Croup (Laryngotracheobronchitis) was found in 5-Minute Clinical Consult which helps you diagnose, treat, and follow up on over 900 medical conditions seen in everyday practice.
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- Croup is a subacute viral illness characterized by upper-airway symptoms such as barking cough, stridor, and fever. “Croup” is used to refer to viral laryngotracheitis or laryngotracheobronchitis (LTB), although it is sometimes used for LTB with pneumonitis, bacterial tracheitis, or spasmodic croup.
- Most common cause of upper-airway obstruction or stridor in children
- Spasmodic croup: Noninfectious form with sudden resolution:
- No fever or radiographic changes
- Initially treated as croup
- Usually self-limiting and resolves with mist therapy at home
- Often recurs on same night or in 2–3 nights
- System(s) affected: Pulmonary and respiratory
- Synonym(s): Croup; Infectious croup; Viral croup; LTB
- Predominant age (1):
- Common among children 7 months–3 years
- Most common during the 2nd year of life
- Rare among those >6 years
- Predominant sex: Male > Female (1.5:1) (1)
- Possible during any time of year but is most common in autumn and winter (with parainfluenza 1 and respiratory syncytial virus [RSV])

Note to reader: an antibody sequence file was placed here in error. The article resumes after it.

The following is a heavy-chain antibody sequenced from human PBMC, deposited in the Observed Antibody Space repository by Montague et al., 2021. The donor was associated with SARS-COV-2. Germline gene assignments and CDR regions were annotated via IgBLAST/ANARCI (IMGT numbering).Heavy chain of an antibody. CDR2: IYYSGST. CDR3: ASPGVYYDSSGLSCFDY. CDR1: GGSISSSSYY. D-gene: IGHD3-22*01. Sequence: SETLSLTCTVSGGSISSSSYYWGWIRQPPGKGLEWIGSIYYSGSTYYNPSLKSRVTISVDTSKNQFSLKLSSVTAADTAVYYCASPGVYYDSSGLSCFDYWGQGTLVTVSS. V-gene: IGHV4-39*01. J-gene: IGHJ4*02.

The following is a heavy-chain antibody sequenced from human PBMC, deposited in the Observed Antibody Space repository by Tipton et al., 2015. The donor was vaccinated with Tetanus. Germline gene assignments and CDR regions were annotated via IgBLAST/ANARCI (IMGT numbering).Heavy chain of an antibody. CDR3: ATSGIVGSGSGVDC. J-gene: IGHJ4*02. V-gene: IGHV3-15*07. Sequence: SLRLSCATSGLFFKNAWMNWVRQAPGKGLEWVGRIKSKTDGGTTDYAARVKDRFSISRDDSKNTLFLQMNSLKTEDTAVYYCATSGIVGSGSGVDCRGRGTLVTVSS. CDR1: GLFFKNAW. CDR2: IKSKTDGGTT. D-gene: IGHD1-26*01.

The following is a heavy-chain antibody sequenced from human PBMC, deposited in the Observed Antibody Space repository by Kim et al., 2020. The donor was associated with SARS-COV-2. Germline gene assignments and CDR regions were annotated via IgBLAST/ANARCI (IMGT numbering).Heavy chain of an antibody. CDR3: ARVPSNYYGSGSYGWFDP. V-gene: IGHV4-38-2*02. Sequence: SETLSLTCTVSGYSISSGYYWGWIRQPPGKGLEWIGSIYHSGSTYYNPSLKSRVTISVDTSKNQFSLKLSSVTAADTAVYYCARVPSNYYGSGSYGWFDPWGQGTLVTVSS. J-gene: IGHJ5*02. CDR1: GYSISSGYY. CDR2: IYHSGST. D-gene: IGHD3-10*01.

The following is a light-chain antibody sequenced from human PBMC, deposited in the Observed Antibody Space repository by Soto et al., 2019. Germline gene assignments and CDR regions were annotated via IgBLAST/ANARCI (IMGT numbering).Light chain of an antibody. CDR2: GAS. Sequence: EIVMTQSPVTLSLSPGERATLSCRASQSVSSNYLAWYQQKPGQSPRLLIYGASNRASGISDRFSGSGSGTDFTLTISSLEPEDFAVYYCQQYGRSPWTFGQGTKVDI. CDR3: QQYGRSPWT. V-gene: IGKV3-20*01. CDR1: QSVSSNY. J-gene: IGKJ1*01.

- 6 cases of croup per year per 100 children <6 years old
- 1.5–6% of cases require hospitalization.
- 2–6% of those require intubation.
- Decreasing incidence in the US and Canada
- History of croup
- Recurrent upper respiratory infections
- Atopic disease increases the risk of spasmodic croup.
- Subglottic region/larynx is entirely encircled by the cricoid cartilage.
- Inflammatory edema and subglottic mucus production decrease airway radius.
- Small children have small airways with more compliant walls.
- Negative-pressure inspiration pulls airway walls closer together.
- Small decrease in airway radius causes significant increase in resistance (Poiseuille law: Resistance proportional to 1/radius4).
- Usually viruses that initially infect oropharyngeal mucosa and then migrate inferiorly
- Parainfluenza virus:
- Most common pathogen: 75% of cases
- Type 1 is most common, causing 18% of all cases of croup.
- Types 2, 3, and 4 are also common.
- Type 3 may cause a particularly severe illness.
- Other viruses: RSV, paramyxovirus, influenza virus type A or B, adenovirus, rhinovirus, enteroviruses (coxsackie and echo), reovirus, measles virus where vaccination not common, and meta-pneumovirus
- Haemophilus influenzae type B now rare with routine immunization (2)
- May have bacterial cause: Mycoplasma pneumoniae has been reported.
Commonly Associated Conditions
If recurrent (>2 episodes in a year) or during first 90 days of life, consider host factors:
- Underlying anatomic abnormality (e.g., subglottic stenosis):
- In 1 study, found to be present in 59% children with recurrent croup (3)
- Paradoxical vocal cord dysfunction
- Gastroesophageal reflux disease
- Neonatal intubation